There's an old quote that says "A mother who is really a mother is never free". This, as any mother knows couldn't be more true and unfortunately Jill Parker finds this out the hard way in this wonderful book by Suzanne Kamata.Jill is reeling from a bad relationship, and instead of traveling to Africa, the site of her now ex-boyfriend, she decides to take a fellowship to Japan for a fresh start. She falls in love with the culture, and soon with one of its residents, Yusuke Yamashiro. They have a whirlwind romance, and decide to elope to avoid conflict with his parents. After all she is an American and probably not someone they would approve of him marrying seeing as he is the sole heir to the Yamashiro estate.Not long into the marriage, Jill finds out that she is pregnant. Even though she is thrilled at the thought of bringing a new life into this world, she is becoming less tolerant of her role in the Yamashiro household. She wants nothing more than to be able to move into a house of their own, but when a tragedy strikes the family it is soon evident that she will never be free.When young Kei is born she focuses all of her energy on him, after all he is absolutely perfect and the only thing she needs to get her through her lonely days. With a domineering yet needy mother-in-law, and a workaholic husband, he is the only thing in her life that brings her ultimate joy. But soon it is not enough and she decides that her marriage to Yusuke must come to an end. If she was aware of the laws of Japan when it comes to custody of children, she may not have chosen to do this.After doing some research I have found out some interesting facts:-Joint custody is illegal in Japan -Japanese courts do not recognize foreign custody orders J-apanese court orders for custody are not enforceable -Natural parents do not have priority in future custody changes -Discrimination against non-Japanese in granting child custody -Fathers of Children Born Out of Wedlock Have No Custodial Rights -No system to register a foreign parent's contact information -Mothers granted child custody in 80% of court decisions -Child abuse and other psychological factors are ignored in family court decisions -Adoptions are permitted without approval of the non-custodial natural parent and without approval of a court -Government officials refuse to help a parent find a child being hidden by the other parent Unfortunately I was not totally shocked by some of these statements, I just know that I sympathized to my very core with Jill, knowing what kind of fight she was in for to try and get visitation, much less custody of a son born in her husbands native land.This book is one I would recommend to anyone. It was thoroughly engaging, and gave you a glimpse of how different cultures handle something that is very common here in the US. Well done!Questions for the author:Are you a mother? Yes. I'm the mother of eight-year-old twins - a girl, and a boy. I dedicated the book to my son. What made you decide to move to Japan (I have always been fascinated with the culture myself)? I think I originally became interested in Japan through literature. I fell in love with Heian court poetry when I was studying Asian history in college. I loved the idea that courtiers communciated via verse. I also read a couple of novels while I was in college - Equal Distance by Brad Leithauser and Ransom by Jay McInerney - that piqued my interest. I had the opportunity to go to Japan for one year on a program sponsored by the Japanese government which invites young native speakers of English to assist in English classes in public schools. I renewed for a second year, and during that year I met my husband, who is Japanese. Do you miss anything about the US? I miss the wide open spaces, and I think that Americans are more tolerant of differences. I also miss libraries and bookstores full of books in English!What advice would you give new authors? Persistence is key! I wrote four novels before this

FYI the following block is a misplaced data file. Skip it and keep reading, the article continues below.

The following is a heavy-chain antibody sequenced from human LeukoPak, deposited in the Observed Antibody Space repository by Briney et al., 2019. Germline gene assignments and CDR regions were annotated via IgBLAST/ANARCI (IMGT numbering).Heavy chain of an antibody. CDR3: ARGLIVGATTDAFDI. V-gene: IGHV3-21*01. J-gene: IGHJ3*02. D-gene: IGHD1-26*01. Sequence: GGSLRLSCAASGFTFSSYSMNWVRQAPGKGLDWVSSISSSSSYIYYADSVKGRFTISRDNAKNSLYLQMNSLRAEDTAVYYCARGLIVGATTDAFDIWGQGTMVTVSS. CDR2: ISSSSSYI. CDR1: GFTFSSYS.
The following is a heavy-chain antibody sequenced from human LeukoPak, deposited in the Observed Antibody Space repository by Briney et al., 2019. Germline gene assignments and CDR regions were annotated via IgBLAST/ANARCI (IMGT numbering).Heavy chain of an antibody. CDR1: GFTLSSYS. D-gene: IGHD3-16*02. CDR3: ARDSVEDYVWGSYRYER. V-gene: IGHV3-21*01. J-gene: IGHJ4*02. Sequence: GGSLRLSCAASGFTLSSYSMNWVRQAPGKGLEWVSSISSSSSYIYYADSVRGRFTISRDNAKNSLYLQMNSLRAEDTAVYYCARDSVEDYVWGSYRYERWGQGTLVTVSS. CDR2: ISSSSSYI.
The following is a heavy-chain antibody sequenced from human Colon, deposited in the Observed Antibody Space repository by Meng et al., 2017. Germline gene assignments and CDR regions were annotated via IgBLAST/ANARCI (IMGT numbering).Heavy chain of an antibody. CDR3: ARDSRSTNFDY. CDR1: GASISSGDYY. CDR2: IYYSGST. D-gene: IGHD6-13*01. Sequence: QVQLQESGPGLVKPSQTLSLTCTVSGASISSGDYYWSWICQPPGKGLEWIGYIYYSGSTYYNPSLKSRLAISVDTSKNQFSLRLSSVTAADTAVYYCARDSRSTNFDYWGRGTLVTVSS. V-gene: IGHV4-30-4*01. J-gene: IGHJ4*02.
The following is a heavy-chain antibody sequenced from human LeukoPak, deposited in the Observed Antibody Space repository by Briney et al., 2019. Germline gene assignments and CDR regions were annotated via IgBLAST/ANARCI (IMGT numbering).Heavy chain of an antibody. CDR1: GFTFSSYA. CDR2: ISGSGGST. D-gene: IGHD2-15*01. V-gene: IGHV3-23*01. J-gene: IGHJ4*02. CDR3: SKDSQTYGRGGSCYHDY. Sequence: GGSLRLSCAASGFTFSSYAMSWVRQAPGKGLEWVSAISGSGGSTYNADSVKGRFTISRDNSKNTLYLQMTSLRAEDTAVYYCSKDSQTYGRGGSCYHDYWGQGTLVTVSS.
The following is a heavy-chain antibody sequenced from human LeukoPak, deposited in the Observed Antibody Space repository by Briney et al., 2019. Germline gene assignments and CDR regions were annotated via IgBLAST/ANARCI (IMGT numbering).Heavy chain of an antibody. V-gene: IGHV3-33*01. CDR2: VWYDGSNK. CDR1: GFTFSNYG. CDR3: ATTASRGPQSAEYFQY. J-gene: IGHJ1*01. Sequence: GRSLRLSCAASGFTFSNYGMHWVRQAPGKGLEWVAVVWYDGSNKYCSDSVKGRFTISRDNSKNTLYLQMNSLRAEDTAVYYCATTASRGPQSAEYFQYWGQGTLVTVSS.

I really enjoyed this book. It was well-written and easy-to-read. The writer has such an easy style that you simply fall into the story and her great descriptions and story.
Even without being a parent, I can imagine that a parent¿s greatest fear is of losing a child. Suzanne Kamata illustrates this fear with palpable intensity in her debut novel Losing Kei. The novel opens in 1997 with main character Jill Parker watching her son from a distance on the playground only to have him whisked away by his grandmother, closing after only two short pages with the lines: ¿I have lost him again. I have lost my son Kei.¿ The impact of the scene and those lines are what is best about Kamata¿s novel. Packed with mystery about what has happened to cause Jill to be separated from her son, to cause the grandmother to shield the boy from his mother as if she were a criminal or worse, are the bedrock on which Kamata has staked her foundation. Kamata exposes Japanese xenophobic custody laws, which, in the case of a ¿gaijin¿ marriage to a native, the child is almost always awarded to the Japanese parent. The scenes of Jill¿s loss and yearning are poignant and emotionally rich. Beyond the initial scene of spying on her child like a voyeur, the novel Losing Kei charts the course of Jill Parker, an American artist, who tries to escape her broken heart in Japan, but finds it difficult to leave behind memories of her American ex-boyfriend. While working as a bar hostess, she falls in love with a Japanese man, Yusuke. They marry and a have a son, Kei, but the marriage and the life Jill believed she would have begins to unravel. Kamata generates suspense by interspersing chapters of Jill¿s back story, told in past tense, with the scenes from the ¿present¿ '1997'. Though the fact of the separation and the inevitable end of Jill¿s marriage to Yusuke are revealed early, the reasons are the story the novel slowly unspools. In one scene, Jill stakes out the home that she had shared with Kei¿s father and grandmother once everyone has gone to sleep, she invades the home, like a stalker or a detective. Present tense and facility with language drive these scenes hard with ever-increasing momentum demonstrating why Kamata has been nominated for a Pushcart Prize five times. Her sparse prose and deft touch with language are what best recommend Kamata as a writer. The rhythms of lean prose trimmed of fat and short scenes finely honed for maximum impact make the novel a fast and powerful read. Kamata is also at her best when she details the landscape of Jill¿s world, Japan, a world Kamata knows from her own experience. Though born and raised in Michigan, she moved to Japan many years ago to teach English and married a Japanese man today, they are raising twin children ¿ a brother and a sister ¿ in rural Tokushima. Knowing the world of Japan as she does from the perspective of an American trying to fit in to a culture that sees her at best as a visitor and at worst as an outsider or interloper, Kamata has an exacting eye for the precise details that will best underpin her story. The novel may have benefitted from more of these details of Japan, more of Jill Parker¿s odd role as stranger in a strange land. Because these are the novel¿s strength too much spent away from them seems to weaken the story¿s overall impact and its plot development toward a satisfying ending. what Kamata does include is well wrought but more may have been better. In the end, Losing Kei is about more than a mother¿s separation from her son, it¿s a journey of self-discovery and personal growth for a woman living as an expatriate, trying to find her way in a culture that is often dismissive if not hostile to others. Though comparisons to Lost in Translation and Kramer vs. Kramer are misleading at best, the novel Kamata has written is well worth a reader¿s time. Beautifully packaged by Leapfrog Press, Losing Kei is a gem.